Calls for justice underscore vigil held to honor Charlotte scaffolding collapse victims

Jeff Siner

Family, friends and local labor union representatives gathered on a cold night Friday at Marshall Park in Charlotte for a vigil marking one month since the death of three construction workers in a scaffolding collapse.

As the sun set over the park’s fountain, a group of about 40 people lit candles, prayed for and shared memories of those killed, and called for justice in the wake of the incident.

“We do gather to honor these gentlemen because we don’t want to remember them just as another victim ... It’s become all too familiar to us, unfortunately,” Isael Mejia, a local organizer with the union Ironworkers International, told the crowd. “Citywide and in the labor movement, it’s not the first time that we’ve had to come together to honor workers who’ve died just trying to go to work and make ends meet.”

The three men — Jose Canaca, Gilberto Monico Fernández and Jesus “Chuy” Olivares — died on Jan. 2 when they fell about 70 feet while working at a construction site on Morehead Street, near uptown Charlotte and Dilworth.

Two other workers were injured. Charlotte-Metrolina Labor Council President Ashley Hawkins said at the vigil that another worker from the site “died of a broken heart” two weeks after the collapse.

“We are sad, and that is why we are gathered. And the sadness is natural. It is unavoidable,” Hawkins said. “But I’m angry as well.”

Charlotte-Mecklenburg Police previously confirmed the collapse happened at 711 E. Morehead St., where a residential building was under construction. In October 2020, the Texas-based Hanover Company won Charlotte City Council approval to rezone the property to a mixed-use site. The project called for up to 350 apartments with a maximum building height of 170 feet, according to city documents.

The victims worked for Friends Masonry Construction LLC, according to state Department of Labor spokeswoman Erin Wilson.

Construction deaths part of ‘alarming trend’

The incident shut down work at the site, and the Labor Department’s Occupational Safety and Health Division is still investigating what happened. Investigations into falls from scaffolding “can take anywhere from a few weeks to six months, depending on the complexity of the accident,” the Labor Department has said.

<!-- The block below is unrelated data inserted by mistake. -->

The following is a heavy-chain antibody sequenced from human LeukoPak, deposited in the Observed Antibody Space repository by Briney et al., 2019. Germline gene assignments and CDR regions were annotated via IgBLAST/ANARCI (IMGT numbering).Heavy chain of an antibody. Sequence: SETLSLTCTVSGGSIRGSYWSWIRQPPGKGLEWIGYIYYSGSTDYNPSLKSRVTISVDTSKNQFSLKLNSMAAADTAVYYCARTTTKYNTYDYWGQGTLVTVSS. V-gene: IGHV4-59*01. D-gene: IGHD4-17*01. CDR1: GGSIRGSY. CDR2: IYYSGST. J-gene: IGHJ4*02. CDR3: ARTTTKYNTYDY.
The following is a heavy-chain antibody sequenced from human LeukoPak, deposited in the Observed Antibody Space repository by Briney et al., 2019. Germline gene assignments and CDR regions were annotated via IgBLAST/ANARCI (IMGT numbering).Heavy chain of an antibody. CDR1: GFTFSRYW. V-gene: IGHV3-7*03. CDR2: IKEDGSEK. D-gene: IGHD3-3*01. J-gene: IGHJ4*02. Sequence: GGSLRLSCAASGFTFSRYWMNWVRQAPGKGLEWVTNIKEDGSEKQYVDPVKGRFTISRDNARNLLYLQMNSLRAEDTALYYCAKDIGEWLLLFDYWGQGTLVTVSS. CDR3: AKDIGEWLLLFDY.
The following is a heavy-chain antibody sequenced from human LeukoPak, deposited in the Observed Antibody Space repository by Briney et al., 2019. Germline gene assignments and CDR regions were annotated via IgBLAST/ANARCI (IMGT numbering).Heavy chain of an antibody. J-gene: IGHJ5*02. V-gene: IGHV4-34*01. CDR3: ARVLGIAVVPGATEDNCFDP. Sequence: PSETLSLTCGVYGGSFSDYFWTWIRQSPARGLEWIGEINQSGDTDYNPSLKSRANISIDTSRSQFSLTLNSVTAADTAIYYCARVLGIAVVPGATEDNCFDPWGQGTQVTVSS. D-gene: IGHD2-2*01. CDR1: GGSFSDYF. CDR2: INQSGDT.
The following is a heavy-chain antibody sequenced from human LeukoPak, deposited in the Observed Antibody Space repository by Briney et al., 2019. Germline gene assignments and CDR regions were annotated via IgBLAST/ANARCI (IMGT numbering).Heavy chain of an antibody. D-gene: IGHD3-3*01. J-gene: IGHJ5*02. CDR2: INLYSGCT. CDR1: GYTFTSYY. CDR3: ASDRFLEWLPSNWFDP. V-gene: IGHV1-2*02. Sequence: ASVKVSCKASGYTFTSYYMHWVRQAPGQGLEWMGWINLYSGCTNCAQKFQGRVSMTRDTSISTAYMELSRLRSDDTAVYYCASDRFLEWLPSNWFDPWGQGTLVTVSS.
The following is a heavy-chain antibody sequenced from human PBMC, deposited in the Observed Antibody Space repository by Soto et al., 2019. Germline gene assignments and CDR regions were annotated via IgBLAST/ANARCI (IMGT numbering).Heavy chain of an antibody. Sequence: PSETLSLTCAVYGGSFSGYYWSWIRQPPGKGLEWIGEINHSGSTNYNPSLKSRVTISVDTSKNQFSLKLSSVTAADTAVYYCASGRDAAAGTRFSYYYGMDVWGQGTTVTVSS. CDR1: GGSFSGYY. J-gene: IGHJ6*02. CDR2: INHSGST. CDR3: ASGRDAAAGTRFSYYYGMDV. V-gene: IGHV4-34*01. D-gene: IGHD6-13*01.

At least 16 people have died in scaffolding accidents in North Carolina in the last decade, a Charlotte Observer analysis of Occupational Safety and Health Administration records found. And Latino construction workers have experienced the highest rate of occupational death of any racial and ethnic group in North Carolina in recent years, research shows.

At a dangerous time for North Carolina workers, workplace safety inspections plunged

Hawkins called high death rates among Latino workers “part of an alarming trend.”

“The root of the problem is greed,” she said. “Employers use workers. They ring what they can from our bodies and they profit from our toil. And when we are all done and used up, we are cast off. And in construction, the abuse is rampant. There is little regard for safety. The production schedule is brutal. Construction is everywhere, and they want the buildings faster, faster and faster and they want them cheaper, cheaper and cheaper.”

Hawkins added that “Latino workers receive less safety and skills training than other workers” and highlighted the low number of safety inspectors in North Carolina, especially ones who speak Spanish.

At Friday’s vigil, a link to a petition calling for Hanover to install “a permanent memorial” to the victims at the site of the collapse also circulated, with the families’ ongoing grief a focal point.

An uncle of Canaca, Jorge Bonilla, recalled having a feeling that something had happened when another relative tried to call him multiple times on the morning of Jan. 2.

“He said, ‘There was an accident at the construction site where Josecito was working,’” Bonilla said his brother told him when he answered his call. “I said, ‘Is Josecito OK?’ He got that moment of silence, and at that time I got that feeling that something was not right. And he said, ‘Our nephew is gone.’”

As the investigation continues, the family is eager for answers about what happened on the day of his nephew’s death, Bonilla added.

Workers were people who ‘made the city grow’

Rev. Charles DiRico, of The Word on the Street Ministry, led the vigil crowd in a bilingual recitation of the Lord’s Prayer.

“The reason I like to share the Lord’s Prayer in times like these is because of what it teaches us about the kingdom of Heaven. And what it teaches us about the kingdom is God’s will is already done here on Earth as it is Heaven,” he said. “And now, let us all pause and reflect on how these men have done God’s will and lived and loved in such a way that God’s kingdom was indeed revealed here on the earth.”

As the event drew to a close, Mejia called on those in attendance to keep speaking out about what happened to those who died, learn about workplace rights and fight for improvements in working conditions.

“We know one day those cranes will be gone. They will no longer be in the sky. Those houses, those homes, will be filled with people who will never have heard their names, but at least hopefully will have heard their story,” he said. “... The growth that we seem to be experiencing wouldn’t be possible without the people going out there every day to work. The focus shouldn’t be on how companies can be successful. We want companies to be successful. We need places to go work. But the focus should always be the people who really made this to make the city grow.”